The American Academy of Pediatrics (AAP) advises parents not to give their children dairy milk before their first birthday. Dr. Frank Oski, former chief of pediatrics at Johns Hopkins University Hospital and the author of Don't Drink Your Milk, believes that milk should not ever be given to children. Since milk has been associated with iron-deficiency anemia, occult gastrointestinal bleeding and various manifestations of food allergies, he recommends milk not be consumed at all.

Eggs, Soy and Wheat

The AAP released a report stating that children should be breastfed exclusively for the first 12 months of their life. Tell this to the mother who is getting up with her 4-month-old every two hours to nurse; and she'll tell you that her pediatrician said to supplement. Herein lays the biggest cause of food allergies in infants and toddlers.

A breastfed baby's routine will be to eat every two to three hours, which means the child will not sleep through the night. Since many parents want to get a good night's rest, the pediatrician may urge them to supplement by introducing baby cereal and formula into the baby's diet, which can lead to an early development of food allergies to wheat and soy. As the child grows older, these allergies can worsen and lead to further complications, such as asthma and respiratory difficulties.

The Chiropractic Factor

Addressing nutrition with parents as a "lifestyle" to prevent food allergies can begin with the pregnant patient. Encouraging her to breastfeed exclusively and as long as possible (hopefully a year, if not longer), will increase the infant's chance against food sensitivities. For the young child to adolescent, having the parent or child fill out a food and drink journal may reveal a pattern of foods that literally are having a toxic effect on the body. By reviewing and providing recommendations, we need parents to see that this change is about "lifestyle" and its impact to improve the quality of life for their children.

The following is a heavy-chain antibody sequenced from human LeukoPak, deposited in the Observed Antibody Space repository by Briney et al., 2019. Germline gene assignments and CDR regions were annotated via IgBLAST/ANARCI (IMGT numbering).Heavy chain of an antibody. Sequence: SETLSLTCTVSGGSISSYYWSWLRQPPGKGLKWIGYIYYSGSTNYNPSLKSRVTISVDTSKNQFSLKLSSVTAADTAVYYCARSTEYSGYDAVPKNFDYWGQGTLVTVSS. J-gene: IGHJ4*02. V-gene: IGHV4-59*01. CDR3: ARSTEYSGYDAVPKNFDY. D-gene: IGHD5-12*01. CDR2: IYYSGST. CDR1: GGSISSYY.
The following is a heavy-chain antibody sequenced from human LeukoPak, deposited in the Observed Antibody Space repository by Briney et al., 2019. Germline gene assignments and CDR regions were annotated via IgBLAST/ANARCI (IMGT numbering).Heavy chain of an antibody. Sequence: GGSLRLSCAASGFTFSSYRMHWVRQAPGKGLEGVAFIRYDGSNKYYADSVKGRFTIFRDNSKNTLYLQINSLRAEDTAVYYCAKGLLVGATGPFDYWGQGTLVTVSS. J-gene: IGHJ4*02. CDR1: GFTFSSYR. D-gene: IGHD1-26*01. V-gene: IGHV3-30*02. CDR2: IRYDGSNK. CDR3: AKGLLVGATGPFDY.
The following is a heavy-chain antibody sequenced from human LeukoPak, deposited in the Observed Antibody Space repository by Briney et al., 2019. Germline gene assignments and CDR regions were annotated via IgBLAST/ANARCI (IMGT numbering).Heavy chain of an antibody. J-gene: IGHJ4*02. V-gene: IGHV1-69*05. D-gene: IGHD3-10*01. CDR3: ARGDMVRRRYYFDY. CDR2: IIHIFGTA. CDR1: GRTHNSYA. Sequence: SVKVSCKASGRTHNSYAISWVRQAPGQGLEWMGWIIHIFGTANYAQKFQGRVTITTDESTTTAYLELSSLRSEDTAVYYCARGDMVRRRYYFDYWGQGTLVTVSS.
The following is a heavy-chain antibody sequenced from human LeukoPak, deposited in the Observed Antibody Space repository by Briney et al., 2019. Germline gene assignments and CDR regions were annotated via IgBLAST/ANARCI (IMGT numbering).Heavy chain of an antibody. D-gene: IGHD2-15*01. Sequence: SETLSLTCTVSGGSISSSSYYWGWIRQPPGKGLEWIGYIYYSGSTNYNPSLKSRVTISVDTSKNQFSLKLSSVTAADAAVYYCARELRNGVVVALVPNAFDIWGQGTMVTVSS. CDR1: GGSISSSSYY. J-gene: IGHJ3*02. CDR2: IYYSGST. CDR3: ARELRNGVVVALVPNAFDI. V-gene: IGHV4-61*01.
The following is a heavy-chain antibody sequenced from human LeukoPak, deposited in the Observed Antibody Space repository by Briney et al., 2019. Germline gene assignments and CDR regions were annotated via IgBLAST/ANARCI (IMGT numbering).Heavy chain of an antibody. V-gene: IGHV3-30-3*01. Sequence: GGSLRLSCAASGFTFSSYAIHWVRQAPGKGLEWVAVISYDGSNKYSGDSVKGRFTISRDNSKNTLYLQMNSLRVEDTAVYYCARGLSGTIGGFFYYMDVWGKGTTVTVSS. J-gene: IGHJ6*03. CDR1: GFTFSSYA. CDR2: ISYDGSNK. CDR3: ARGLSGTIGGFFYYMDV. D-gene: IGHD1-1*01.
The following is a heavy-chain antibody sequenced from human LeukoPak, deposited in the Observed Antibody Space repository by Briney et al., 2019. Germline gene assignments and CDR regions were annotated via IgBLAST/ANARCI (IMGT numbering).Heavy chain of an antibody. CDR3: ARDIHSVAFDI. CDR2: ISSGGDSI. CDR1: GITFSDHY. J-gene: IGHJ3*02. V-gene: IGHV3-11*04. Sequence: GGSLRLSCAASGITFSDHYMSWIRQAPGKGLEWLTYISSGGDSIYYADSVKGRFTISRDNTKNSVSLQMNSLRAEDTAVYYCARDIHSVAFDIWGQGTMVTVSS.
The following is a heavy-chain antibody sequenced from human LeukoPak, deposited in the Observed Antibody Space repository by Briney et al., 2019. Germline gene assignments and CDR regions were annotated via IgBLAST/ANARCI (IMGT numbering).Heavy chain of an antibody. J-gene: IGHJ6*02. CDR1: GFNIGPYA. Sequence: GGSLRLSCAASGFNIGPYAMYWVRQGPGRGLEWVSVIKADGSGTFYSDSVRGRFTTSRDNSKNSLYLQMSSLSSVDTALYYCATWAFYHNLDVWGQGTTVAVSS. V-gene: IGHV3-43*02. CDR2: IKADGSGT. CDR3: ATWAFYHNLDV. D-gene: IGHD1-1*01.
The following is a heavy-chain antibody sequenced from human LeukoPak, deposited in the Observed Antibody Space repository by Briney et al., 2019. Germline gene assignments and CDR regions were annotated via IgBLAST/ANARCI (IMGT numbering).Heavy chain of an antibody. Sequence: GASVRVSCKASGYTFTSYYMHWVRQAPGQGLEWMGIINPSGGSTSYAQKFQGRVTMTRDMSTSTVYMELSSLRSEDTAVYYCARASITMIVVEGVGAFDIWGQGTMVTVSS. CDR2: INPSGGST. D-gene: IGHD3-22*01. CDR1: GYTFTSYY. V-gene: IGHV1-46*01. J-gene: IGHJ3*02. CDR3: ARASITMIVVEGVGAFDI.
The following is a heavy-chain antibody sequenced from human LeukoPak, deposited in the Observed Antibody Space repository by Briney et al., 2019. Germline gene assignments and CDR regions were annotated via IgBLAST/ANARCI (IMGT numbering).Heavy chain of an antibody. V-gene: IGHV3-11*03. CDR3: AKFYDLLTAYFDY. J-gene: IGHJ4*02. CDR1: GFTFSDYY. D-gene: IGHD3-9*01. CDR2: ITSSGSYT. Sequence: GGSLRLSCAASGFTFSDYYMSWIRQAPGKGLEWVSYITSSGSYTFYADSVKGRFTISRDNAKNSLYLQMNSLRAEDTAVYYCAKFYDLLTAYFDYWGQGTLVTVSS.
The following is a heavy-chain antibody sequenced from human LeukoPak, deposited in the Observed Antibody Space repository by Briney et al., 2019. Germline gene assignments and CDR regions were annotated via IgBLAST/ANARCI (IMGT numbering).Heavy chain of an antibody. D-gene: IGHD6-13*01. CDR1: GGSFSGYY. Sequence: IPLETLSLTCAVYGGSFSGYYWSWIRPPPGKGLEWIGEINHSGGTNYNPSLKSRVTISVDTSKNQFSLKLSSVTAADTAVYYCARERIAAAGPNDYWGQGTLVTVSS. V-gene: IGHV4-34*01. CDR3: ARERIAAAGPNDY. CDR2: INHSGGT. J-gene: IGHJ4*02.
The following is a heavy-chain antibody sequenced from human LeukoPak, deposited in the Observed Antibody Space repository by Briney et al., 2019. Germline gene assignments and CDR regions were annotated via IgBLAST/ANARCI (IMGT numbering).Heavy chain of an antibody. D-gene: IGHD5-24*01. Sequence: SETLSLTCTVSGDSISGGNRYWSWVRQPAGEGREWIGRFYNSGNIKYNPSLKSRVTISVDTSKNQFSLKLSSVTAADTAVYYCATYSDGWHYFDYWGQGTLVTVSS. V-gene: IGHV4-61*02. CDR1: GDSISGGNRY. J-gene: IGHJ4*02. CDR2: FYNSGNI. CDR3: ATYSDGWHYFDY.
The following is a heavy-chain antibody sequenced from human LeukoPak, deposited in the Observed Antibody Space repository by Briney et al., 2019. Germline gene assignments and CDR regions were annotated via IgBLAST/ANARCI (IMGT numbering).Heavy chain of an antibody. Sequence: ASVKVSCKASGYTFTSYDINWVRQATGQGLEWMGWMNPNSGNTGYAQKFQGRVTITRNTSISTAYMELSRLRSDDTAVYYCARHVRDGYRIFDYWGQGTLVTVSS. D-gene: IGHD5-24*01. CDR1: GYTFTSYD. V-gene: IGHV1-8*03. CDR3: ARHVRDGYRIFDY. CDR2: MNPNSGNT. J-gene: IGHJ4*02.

Since food allergies are caused by the immune system interpreting that certain foods are a harmful substance, the role of chiropractic is very important in ensuring the immune system is functioning at its full potential. In my 25 years of practice, I have seen that when families participate in healthy lifestyle choices that includes wellness chiropractic care for their children, very few children manifest food allergies. The role of the family wellness chiropractor can be seen as facilitating a high quality of life in children and adults by improving whole-body function via the nervous system.


  1. Kradjian RM. "The Milk Letter: A Message to My Patients."
  2. American Academy of Pediatrics Work Group on Breastfeeding. Breastfeeding and the use of human milk. Pediatrics, 1997;100(6):1035-39.
  3. Frank O. Don't Drink Your Milk!: New Frightening Medical Facts About the World's Most Overrated Nutrient. New Jersey: Simon & Schuster.
  4. "Got Allergies and Mucus?" Available at:
  5. - "The No Milk Page."
  6. Wimmer B. "Debunking the Dairy Dogma: Studies Suggest That Milk Isn't the 'Health Kick' It's Advertised to Be." ICPA, Nov-Dec 2003. Available at: